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Phoenix Home Price Growth Tops the Nation at 20%

By May 25, 2021November 14th, 2022No Comments

By Angela Gonzales | Phoenix Business Journal

Phoenix home price growth reached a whopping 20% in March, leading the nation for the 22nd consecutive month, according to the latest results of the S&P CoreLogic Case-Shiller Indices.

With the national average now 13.2%, San Diego came in second, with a year-over-year price gain of 19.1%, followed by Seattle with an 18.3% increase that month.

The competition for the relatively few homes on the market shows no signs of slowing down as summer approaches, said Matthew Speakman, an economist for Zillow Group Inc.

“We expect Phoenix to continue to be a booming destination further accelerating trends we saw coming into 2021,” Speakman said. “Places like Phoenix are migration magnets thanks to relatively affordable, family-sized homes, a booming economy and sunny weather. Record-low mortgage rates and the increased demand for living space, coupled with a surge of millennials buying their first homes, will keep the pressure on home prices there for the foreseeable future.”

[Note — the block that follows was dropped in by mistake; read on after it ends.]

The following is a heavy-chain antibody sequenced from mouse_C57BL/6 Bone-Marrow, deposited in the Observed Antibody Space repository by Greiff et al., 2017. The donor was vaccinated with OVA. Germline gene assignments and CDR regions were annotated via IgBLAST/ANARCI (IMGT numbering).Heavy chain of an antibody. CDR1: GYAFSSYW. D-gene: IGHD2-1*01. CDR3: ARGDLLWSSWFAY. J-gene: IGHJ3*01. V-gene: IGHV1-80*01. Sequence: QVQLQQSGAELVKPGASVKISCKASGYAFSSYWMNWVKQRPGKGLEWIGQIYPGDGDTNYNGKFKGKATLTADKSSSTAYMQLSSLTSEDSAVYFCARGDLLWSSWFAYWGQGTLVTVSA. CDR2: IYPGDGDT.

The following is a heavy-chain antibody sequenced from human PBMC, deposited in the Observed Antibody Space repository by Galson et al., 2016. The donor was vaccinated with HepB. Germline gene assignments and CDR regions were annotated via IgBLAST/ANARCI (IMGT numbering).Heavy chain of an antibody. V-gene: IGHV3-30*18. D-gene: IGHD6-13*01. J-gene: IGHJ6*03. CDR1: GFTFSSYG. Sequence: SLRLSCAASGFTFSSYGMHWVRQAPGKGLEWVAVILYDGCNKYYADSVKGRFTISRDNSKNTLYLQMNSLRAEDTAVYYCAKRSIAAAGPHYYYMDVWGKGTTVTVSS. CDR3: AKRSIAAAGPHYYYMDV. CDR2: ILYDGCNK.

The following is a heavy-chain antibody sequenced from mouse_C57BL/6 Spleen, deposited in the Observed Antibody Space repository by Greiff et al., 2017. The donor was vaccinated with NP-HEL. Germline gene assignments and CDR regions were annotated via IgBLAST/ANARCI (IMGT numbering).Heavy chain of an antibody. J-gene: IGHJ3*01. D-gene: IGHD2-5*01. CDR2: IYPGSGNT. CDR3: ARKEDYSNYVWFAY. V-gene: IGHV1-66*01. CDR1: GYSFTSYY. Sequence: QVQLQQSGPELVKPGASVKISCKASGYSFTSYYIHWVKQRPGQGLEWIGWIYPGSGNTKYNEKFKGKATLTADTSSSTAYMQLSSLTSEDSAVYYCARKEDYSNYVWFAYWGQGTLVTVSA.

The S&P CoreLogic Case-Shiller’s national composite 13.2% gain was last exceeded more than 15 years ago in December 2005, and sits very comfortably in the top decile of historical performance, said Craig J. Lazzara, managing director and global head of Index Investment Strategy at S&P Dow Jones Indices.

In March, home prices in metro Phoenix averaged $470,200, up 24.8% year over year, while the median sales price was $359,300, up 18.8% year over year, according to Arizona Regional Multiple Listing Service.

When will it end?
Jim Daniel, president of RL Brown Housing Report, said homebuilders are optimistic.

“Homebuilders prices reflect their costs and their optimism for the near term future of demand in this market place,” Daniel said. ” An expectation of lower prices in Phoenix for housing may be some time in coming as long as job and population growth feeds the demand side of the market equation. Some softness in land prices may be the first sign of a slowdown in price increases.”

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